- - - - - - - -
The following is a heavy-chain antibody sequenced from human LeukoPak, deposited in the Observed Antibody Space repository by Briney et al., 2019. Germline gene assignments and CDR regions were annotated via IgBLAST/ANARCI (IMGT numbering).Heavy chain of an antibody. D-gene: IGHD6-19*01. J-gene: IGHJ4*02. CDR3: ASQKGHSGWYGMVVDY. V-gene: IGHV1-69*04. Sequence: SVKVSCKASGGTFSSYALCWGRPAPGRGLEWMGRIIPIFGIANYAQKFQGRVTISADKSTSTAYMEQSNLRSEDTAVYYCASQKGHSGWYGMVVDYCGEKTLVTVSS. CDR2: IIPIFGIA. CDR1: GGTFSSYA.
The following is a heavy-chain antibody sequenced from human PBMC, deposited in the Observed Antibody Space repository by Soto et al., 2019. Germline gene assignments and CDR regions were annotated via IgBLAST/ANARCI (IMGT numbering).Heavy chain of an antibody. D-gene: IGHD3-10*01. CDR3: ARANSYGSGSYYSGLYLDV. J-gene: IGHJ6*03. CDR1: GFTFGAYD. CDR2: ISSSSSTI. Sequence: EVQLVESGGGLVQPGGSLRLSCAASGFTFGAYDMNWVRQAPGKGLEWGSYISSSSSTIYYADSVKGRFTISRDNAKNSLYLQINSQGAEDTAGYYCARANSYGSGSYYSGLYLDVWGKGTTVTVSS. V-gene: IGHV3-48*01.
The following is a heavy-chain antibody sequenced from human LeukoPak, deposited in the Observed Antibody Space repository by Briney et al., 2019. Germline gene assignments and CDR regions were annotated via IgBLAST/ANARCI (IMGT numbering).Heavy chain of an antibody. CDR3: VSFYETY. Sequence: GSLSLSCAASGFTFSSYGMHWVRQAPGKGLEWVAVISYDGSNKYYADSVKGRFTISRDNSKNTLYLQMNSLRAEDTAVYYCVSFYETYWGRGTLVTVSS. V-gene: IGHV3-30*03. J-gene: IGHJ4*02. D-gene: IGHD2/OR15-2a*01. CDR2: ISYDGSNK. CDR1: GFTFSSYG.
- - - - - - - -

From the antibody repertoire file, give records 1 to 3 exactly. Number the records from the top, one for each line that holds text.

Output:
The following is a heavy-chain antibody sequenced from human LeukoPak, deposited in the Observed Antibody Space repository by Briney et al., 2019. Germline gene assignments and CDR regions were annotated via IgBLAST/ANARCI (IMGT numbering).Heavy chain of an antibody. D-gene: IGHD6-19*01. J-gene: IGHJ4*02. CDR3: ASQKGHSGWYGMVVDY. V-gene: IGHV1-69*04. Sequence: SVKVSCKASGGTFSSYALCWGRPAPGRGLEWMGRIIPIFGIANYAQKFQGRVTISADKSTSTAYMEQSNLRSEDTAVYYCASQKGHSGWYGMVVDYCGEKTLVTVSS. CDR2: IIPIFGIA. CDR1: GGTFSSYA.
The following is a heavy-chain antibody sequenced from human PBMC, deposited in the Observed Antibody Space repository by Soto et al., 2019. Germline gene assignments and CDR regions were annotated via IgBLAST/ANARCI (IMGT numbering).Heavy chain of an antibody. D-gene: IGHD3-10*01. CDR3: ARANSYGSGSYYSGLYLDV. J-gene: IGHJ6*03. CDR1: GFTFGAYD. CDR2: ISSSSSTI. Sequence: EVQLVESGGGLVQPGGSLRLSCAASGFTFGAYDMNWVRQAPGKGLEWGSYISSSSSTIYYADSVKGRFTISRDNAKNSLYLQINSQGAEDTAGYYCARANSYGSGSYYSGLYLDVWGKGTTVTVSS. V-gene: IGHV3-48*01.
The following is a heavy-chain antibody sequenced from human LeukoPak, deposited in the Observed Antibody Space repository by Briney et al., 2019. Germline gene assignments and CDR regions were annotated via IgBLAST/ANARCI (IMGT numbering).Heavy chain of an antibody. CDR3: VSFYETY. Sequence: GSLSLSCAASGFTFSSYGMHWVRQAPGKGLEWVAVISYDGSNKYYADSVKGRFTISRDNSKNTLYLQMNSLRAEDTAVYYCVSFYETYWGRGTLVTVSS. V-gene: IGHV3-30*03. J-gene: IGHJ4*02. D-gene: IGHD2/OR15-2a*01. CDR2: ISYDGSNK. CDR1: GFTFSSYG.